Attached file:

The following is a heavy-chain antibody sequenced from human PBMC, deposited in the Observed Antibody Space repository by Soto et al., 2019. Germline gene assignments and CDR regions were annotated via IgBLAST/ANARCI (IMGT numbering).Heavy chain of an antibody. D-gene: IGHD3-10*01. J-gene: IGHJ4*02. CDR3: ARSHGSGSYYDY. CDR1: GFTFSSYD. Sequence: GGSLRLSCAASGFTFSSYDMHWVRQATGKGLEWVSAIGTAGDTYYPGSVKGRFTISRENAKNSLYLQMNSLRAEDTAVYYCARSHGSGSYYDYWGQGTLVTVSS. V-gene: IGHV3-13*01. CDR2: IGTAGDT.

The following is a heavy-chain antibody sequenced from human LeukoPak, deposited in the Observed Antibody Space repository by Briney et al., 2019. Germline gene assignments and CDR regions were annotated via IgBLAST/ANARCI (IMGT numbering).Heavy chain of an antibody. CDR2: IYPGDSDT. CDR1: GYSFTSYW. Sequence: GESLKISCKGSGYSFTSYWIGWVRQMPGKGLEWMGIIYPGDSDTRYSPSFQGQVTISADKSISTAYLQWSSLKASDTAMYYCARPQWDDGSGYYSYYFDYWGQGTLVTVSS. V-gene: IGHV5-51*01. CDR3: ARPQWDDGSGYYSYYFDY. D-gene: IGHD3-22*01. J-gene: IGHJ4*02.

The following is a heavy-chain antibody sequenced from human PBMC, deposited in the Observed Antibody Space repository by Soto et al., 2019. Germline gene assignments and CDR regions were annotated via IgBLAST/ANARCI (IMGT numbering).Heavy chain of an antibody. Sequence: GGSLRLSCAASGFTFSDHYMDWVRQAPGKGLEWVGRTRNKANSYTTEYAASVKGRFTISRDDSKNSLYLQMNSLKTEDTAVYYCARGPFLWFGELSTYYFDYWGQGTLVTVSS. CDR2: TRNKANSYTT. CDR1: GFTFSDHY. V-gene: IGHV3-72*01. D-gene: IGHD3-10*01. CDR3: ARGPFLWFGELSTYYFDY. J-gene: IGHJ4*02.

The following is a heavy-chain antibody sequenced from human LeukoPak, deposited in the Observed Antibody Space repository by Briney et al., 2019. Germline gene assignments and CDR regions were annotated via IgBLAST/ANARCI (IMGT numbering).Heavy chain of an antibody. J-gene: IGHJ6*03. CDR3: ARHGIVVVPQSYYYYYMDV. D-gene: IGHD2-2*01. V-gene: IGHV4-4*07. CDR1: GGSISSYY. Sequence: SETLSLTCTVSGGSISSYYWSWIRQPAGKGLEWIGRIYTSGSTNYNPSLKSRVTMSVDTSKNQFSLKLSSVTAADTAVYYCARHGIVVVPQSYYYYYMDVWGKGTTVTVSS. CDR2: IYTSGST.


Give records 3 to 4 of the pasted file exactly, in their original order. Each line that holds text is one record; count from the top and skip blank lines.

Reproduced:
The following is a heavy-chain antibody sequenced from human PBMC, deposited in the Observed Antibody Space repository by Soto et al., 2019. Germline gene assignments and CDR regions were annotated via IgBLAST/ANARCI (IMGT numbering).Heavy chain of an antibody. Sequence: GGSLRLSCAASGFTFSDHYMDWVRQAPGKGLEWVGRTRNKANSYTTEYAASVKGRFTISRDDSKNSLYLQMNSLKTEDTAVYYCARGPFLWFGELSTYYFDYWGQGTLVTVSS. CDR2: TRNKANSYTT. CDR1: GFTFSDHY. V-gene: IGHV3-72*01. D-gene: IGHD3-10*01. CDR3: ARGPFLWFGELSTYYFDY. J-gene: IGHJ4*02.

The following is a heavy-chain antibody sequenced from human LeukoPak, deposited in the Observed Antibody Space repository by Briney et al., 2019. Germline gene assignments and CDR regions were annotated via IgBLAST/ANARCI (IMGT numbering).Heavy chain of an antibody. J-gene: IGHJ6*03. CDR3: ARHGIVVVPQSYYYYYMDV. D-gene: IGHD2-2*01. V-gene: IGHV4-4*07. CDR1: GGSISSYY. Sequence: SETLSLTCTVSGGSISSYYWSWIRQPAGKGLEWIGRIYTSGSTNYNPSLKSRVTMSVDTSKNQFSLKLSSVTAADTAVYYCARHGIVVVPQSYYYYYMDVWGKGTTVTVSS. CDR2: IYTSGST.